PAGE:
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J Infect Dis. 2013 Mar 15;207(6):966-73. doi: 10.1093/infdis/jis776. Epub 2012 Dec 13.

A cluster of patients infected with I221V influenza b virus variants with reduced oseltamivir susceptibility--North Carolina and South Carolina, 2010-2011.

Author information

1
Epidemic Intelligence Service and Influenza Division, National Center for Immunization and Respiratory Diseases, Centers for Disease Control and Prevention, Atlanta, Georgia 30333, USA. sGarg1@cdc.gov

Abstract

BACKGROUND:

During 2010-2011, influenza B viruses with a novel neuraminidase substitution, denoted I221V (B/I221V), associated with reduced in vitro oseltamivir susceptibility were detected in North Carolina.

METHODS:

We determined the prevalence of I221V among B viruses submitted to the Centers for Disease Control and Prevention for antiviral resistance surveillance, including all B viruses submitted to North Carolina and South Carolina state laboratories, during October 2010-September 2011.We conducted chart reviews and telephone interviews to characterize North Carolina and South Carolina patients with B/I221V vs wild-type B virus infection (B/WT).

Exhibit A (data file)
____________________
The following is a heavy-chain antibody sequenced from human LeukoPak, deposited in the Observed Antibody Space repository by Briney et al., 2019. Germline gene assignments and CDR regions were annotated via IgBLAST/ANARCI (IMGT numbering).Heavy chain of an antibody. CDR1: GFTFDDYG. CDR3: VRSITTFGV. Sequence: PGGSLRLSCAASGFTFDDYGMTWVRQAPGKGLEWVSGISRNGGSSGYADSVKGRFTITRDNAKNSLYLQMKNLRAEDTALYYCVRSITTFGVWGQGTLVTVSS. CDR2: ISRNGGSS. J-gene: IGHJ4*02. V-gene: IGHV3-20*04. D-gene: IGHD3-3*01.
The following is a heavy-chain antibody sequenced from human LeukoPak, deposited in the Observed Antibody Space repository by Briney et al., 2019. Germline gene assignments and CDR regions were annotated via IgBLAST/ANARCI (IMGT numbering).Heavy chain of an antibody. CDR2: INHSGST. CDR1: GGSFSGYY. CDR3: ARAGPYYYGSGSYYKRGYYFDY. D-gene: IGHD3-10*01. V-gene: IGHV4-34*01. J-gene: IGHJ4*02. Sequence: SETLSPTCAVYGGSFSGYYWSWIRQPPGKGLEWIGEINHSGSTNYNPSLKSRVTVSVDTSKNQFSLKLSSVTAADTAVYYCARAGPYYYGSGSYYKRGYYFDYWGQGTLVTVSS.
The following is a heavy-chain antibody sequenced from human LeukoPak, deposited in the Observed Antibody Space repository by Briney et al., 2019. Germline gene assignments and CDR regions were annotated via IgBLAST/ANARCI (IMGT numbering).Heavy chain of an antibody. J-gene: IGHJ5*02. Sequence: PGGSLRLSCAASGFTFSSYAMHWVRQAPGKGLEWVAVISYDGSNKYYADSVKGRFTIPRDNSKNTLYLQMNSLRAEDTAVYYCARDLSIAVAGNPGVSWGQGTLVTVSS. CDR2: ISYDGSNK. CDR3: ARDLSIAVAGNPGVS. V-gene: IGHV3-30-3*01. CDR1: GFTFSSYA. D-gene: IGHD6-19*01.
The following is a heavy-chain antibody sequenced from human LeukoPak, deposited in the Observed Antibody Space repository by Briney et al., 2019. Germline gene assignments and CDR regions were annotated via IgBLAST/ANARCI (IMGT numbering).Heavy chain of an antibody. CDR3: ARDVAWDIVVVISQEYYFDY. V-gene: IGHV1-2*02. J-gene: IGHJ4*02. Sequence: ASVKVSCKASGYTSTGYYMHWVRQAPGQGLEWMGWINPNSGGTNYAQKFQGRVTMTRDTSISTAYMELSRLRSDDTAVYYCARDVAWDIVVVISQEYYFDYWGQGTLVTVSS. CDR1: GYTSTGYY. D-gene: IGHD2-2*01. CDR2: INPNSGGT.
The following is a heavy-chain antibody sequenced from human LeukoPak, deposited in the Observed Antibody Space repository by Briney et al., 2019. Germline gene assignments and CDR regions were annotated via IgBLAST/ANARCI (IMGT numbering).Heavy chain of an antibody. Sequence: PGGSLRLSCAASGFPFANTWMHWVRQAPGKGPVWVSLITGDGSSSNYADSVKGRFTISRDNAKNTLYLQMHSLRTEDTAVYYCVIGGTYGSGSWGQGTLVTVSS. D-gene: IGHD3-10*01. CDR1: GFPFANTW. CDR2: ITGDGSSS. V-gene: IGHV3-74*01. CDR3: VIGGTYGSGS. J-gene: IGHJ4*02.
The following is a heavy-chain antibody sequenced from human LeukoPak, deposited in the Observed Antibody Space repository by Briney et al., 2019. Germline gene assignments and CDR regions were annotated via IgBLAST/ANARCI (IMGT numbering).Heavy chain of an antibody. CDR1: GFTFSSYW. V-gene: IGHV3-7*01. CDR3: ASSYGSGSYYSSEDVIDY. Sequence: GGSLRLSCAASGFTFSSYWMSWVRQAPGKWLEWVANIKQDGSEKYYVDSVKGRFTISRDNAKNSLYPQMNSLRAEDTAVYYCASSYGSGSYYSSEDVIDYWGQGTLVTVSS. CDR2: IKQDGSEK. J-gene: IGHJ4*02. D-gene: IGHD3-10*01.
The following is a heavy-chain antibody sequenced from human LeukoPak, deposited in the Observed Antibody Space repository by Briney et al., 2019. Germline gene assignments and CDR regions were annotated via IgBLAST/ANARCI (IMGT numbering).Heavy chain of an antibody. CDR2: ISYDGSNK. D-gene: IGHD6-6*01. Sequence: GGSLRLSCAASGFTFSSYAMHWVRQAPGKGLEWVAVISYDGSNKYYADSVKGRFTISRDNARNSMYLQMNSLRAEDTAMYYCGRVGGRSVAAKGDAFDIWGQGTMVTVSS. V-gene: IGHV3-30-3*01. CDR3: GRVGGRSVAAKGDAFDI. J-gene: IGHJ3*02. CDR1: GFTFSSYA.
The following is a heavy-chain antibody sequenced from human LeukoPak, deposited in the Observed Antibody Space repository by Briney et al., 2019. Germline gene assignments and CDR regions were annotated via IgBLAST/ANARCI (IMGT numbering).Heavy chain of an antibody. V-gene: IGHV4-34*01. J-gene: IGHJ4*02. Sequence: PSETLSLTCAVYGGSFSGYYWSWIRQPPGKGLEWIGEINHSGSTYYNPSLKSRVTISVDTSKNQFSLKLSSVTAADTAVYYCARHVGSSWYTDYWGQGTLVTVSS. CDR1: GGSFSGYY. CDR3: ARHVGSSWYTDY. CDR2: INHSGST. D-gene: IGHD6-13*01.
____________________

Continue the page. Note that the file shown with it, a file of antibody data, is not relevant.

RESULTS:

We detected I221V in 45 (22%) of 209 B viruses from North Carolina and 8 (10%) of 82 B viruses from South Carolina. We detected I221V in 3 (0.3%) of 881 B viruses tested from 45 other states. B/I221V infection was not associated with differences in underlying conditions or illness severity, compared with B/WT infection. No patients with B/I221V infection received oseltamivir prior to specimen collection. Among patients who completed oseltamivir, those with B/I221V infection reported a longer duration until illness resolution (5 vs 3 days; P = .02).

CONCLUSIONS:

B/I221V cocirculated with B/WT in North Carolina and South Carolina during 2010-2011. I221V did not alter illness severity but may have reduced oseltamivir effectiveness. Thus, global surveillance for I221V is important.

PMID:
23242536
DOI:
10.1093/infdis/jis776
[Indexed for MEDLINE]

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